Addressing Race and Power in Worker Cooperatives

By Ajowa Nzinga Ifateyo, GEO

For worker cooperatives to be effective, member-owners should look at power relationships within and peform a "critical self-examination" of themselves and their co-op. That was one of the suggestions of the People's Institute for Survival and Beyond to worker-owners at the U.S. Federation of Worker Cooperatives at the third biennial conference in New Orleans.

The remarks were made by Ronald Chisolm at the first meeting of the U.S. Federation's Inclusivness Circle, a committee instituted to help the U.S. Federation educate its members about race and power and to tackle these issues from within as well as in the larger society.
Chisom said that every organization must peform a power analysis - a look at the power arrangements in the group. That analysis should look at race and power, and race and wealth.

"Co-ops will not be effective if they do not deal with racism, culture, history, leadership, networking and accountability. " said Chisom. "You can't fight an institution that thrives off of racism without anti-racist organizing. To be inclusive, set up equity. You can't be democratic without equity."

The People's Institute for Survival and Beyond (PISAB), is a national and international collective of anti-racist, multicultural community organizers and educators who lead workshops on building an effective movement for social transformation. Co-faciliataing with Chislm was Kimberly Richards.

Both Richards and Chisolm talked about the need for individuals to "undo racism," and recognize the powerful impact of internalized oppression which not only creates an inferiority complex in blacks and others of color, but also has indoctrinated whites to believe that they are superior. Both attitudes need to be deconstructed so that they do not lead to fragmentation in the organizations and in society in general.

"We believe racism dehumanizes everybody,"Richardson said." Anti-racist organizing principles lift oppression and brings more humanity to the work. We need to look at how can we be fully human."

Worker-owners who participated talked about wanting the work to include the following:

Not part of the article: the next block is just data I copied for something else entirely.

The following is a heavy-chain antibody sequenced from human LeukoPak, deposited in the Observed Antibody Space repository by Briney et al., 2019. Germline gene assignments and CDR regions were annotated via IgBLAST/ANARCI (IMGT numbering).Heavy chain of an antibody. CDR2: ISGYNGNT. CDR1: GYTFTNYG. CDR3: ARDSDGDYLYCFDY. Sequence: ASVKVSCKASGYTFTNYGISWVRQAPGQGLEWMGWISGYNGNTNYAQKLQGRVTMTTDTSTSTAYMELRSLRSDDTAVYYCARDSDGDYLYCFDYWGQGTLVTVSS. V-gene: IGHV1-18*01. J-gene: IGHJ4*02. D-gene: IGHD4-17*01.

• working on the personal in particular
  • looking at their co-op's customer base and making decisions based on that
  • starting co-ops in communities not served by them
  • getting help at work where privilege and race always comes up but doesn't result in concrete change
  • getting ideas for how co-ops can be a part of the anti-oppression movement

The Inclusivness Circle 's goals are to spur discussion, educate membership, create an atmosphere that promotes leadership among members of marginalized communities, building businesses and making good business decisions and movement-building by supporting economic justice in the larger movement.

The committee will be blogging privately initally to discuss issues. A way to share information with the U.S. Federation and/or larger movement will also be developed. One goal is to fundraise for a day-long workshop on "undoing racism" at the next Federation conference.

Some got more inspired to deepen work already started.

"We've decided to make it one of our three major goals for this year, and it's a tough subject but there's lots of enthusiasm around it," said Lisa Russell, who is part of Equal Exchange's Worker Owner Cabinet which assists the Worker Owner Coordinator in setting meetings and agendas.

"Our hopes are to put things in place that happen automatically throughout the years going forward - alternative ways of teaching/learning/sharing, trainings and curriculum...We want to make this ongoing learning a permanent part of our co-op!"

Shanta Nimbark Sacharoff, from Other Avenues Co-op in San Francisco, said the discussions of racial and gender issues within cooperatives were "the most memorable discussions" at the conference.

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Ajowa Nzinga Ifateyo, a former USFWC board member, helped to organize the Inclusiveness Circle, along with Melissa Hoover.

 

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